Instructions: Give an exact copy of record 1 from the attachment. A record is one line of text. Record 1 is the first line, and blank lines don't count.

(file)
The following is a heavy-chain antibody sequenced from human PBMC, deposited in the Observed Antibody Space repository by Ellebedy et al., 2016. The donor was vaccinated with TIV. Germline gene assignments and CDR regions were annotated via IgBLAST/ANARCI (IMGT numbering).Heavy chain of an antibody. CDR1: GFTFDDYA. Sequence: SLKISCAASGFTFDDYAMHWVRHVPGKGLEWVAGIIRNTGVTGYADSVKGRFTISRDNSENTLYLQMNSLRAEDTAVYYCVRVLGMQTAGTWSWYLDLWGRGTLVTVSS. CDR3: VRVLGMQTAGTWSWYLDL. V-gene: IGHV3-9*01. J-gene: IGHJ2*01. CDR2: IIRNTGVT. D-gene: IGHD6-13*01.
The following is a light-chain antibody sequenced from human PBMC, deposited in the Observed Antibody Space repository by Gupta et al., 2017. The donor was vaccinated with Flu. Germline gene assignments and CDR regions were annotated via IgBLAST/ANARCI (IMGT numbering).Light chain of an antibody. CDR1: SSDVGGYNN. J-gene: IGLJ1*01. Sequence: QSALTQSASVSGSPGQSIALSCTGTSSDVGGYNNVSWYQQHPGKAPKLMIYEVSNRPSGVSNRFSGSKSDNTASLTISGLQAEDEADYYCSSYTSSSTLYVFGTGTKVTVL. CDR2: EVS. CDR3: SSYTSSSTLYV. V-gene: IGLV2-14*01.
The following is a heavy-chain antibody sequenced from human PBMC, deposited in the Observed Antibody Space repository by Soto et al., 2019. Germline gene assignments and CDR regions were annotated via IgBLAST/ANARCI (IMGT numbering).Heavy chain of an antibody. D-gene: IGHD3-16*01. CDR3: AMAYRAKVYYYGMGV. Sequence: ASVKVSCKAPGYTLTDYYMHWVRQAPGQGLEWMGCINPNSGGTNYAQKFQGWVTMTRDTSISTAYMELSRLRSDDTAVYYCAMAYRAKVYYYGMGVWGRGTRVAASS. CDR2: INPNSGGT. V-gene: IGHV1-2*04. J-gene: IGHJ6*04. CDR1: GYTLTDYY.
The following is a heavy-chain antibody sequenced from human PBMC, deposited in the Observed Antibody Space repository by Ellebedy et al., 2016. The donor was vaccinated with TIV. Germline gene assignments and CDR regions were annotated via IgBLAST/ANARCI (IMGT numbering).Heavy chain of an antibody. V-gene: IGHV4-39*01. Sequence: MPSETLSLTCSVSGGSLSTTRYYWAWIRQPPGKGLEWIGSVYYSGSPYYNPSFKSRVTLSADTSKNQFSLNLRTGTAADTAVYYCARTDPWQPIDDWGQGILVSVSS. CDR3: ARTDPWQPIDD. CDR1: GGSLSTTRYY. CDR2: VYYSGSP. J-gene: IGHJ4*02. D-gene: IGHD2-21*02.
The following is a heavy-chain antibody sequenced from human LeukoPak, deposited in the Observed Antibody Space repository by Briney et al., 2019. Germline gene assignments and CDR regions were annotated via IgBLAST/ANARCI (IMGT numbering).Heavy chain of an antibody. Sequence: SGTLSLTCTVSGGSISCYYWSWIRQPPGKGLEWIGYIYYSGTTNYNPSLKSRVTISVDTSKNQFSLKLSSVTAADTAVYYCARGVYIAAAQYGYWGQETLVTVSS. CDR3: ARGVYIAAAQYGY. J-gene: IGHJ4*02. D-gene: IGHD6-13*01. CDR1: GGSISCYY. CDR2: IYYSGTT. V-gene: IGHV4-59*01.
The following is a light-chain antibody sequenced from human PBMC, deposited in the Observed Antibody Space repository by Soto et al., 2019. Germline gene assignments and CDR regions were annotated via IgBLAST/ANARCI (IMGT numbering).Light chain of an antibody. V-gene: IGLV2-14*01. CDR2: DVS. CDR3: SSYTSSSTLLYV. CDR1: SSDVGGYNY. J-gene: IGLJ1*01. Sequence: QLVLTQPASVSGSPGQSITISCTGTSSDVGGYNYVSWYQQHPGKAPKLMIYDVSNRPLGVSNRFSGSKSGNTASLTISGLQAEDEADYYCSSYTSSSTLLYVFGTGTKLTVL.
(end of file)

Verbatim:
The following is a heavy-chain antibody sequenced from human PBMC, deposited in the Observed Antibody Space repository by Ellebedy et al., 2016. The donor was vaccinated with TIV. Germline gene assignments and CDR regions were annotated via IgBLAST/ANARCI (IMGT numbering).Heavy chain of an antibody. CDR1: GFTFDDYA. Sequence: SLKISCAASGFTFDDYAMHWVRHVPGKGLEWVAGIIRNTGVTGYADSVKGRFTISRDNSENTLYLQMNSLRAEDTAVYYCVRVLGMQTAGTWSWYLDLWGRGTLVTVSS. CDR3: VRVLGMQTAGTWSWYLDL. V-gene: IGHV3-9*01. J-gene: IGHJ2*01. CDR2: IIRNTGVT. D-gene: IGHD6-13*01.